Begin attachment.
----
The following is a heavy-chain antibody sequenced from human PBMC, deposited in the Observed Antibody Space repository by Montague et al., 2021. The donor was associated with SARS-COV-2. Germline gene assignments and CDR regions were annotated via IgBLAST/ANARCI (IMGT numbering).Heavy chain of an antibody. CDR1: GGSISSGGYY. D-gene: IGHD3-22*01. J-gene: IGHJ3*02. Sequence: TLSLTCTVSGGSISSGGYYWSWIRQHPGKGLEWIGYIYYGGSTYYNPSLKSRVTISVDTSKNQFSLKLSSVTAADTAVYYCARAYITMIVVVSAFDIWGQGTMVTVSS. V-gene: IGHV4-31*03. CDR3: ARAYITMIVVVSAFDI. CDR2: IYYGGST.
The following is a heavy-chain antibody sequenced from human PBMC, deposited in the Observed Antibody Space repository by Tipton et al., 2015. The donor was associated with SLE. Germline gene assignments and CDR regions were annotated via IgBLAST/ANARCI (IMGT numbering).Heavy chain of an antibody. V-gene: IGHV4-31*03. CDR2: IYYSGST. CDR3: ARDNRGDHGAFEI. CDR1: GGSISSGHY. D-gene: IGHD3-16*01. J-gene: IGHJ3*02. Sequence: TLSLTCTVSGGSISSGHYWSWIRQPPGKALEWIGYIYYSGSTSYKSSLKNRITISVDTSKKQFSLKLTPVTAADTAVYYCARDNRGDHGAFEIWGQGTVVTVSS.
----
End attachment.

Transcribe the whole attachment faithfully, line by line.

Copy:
The following is a heavy-chain antibody sequenced from human PBMC, deposited in the Observed Antibody Space repository by Montague et al., 2021. The donor was associated with SARS-COV-2. Germline gene assignments and CDR regions were annotated via IgBLAST/ANARCI (IMGT numbering).Heavy chain of an antibody. CDR1: GGSISSGGYY. D-gene: IGHD3-22*01. J-gene: IGHJ3*02. Sequence: TLSLTCTVSGGSISSGGYYWSWIRQHPGKGLEWIGYIYYGGSTYYNPSLKSRVTISVDTSKNQFSLKLSSVTAADTAVYYCARAYITMIVVVSAFDIWGQGTMVTVSS. V-gene: IGHV4-31*03. CDR3: ARAYITMIVVVSAFDI. CDR2: IYYGGST.
The following is a heavy-chain antibody sequenced from human PBMC, deposited in the Observed Antibody Space repository by Tipton et al., 2015. The donor was associated with SLE. Germline gene assignments and CDR regions were annotated via IgBLAST/ANARCI (IMGT numbering).Heavy chain of an antibody. V-gene: IGHV4-31*03. CDR2: IYYSGST. CDR3: ARDNRGDHGAFEI. CDR1: GGSISSGHY. D-gene: IGHD3-16*01. J-gene: IGHJ3*02. Sequence: TLSLTCTVSGGSISSGHYWSWIRQPPGKALEWIGYIYYSGSTSYKSSLKNRITISVDTSKKQFSLKLTPVTAADTAVYYCARDNRGDHGAFEIWGQGTVVTVSS.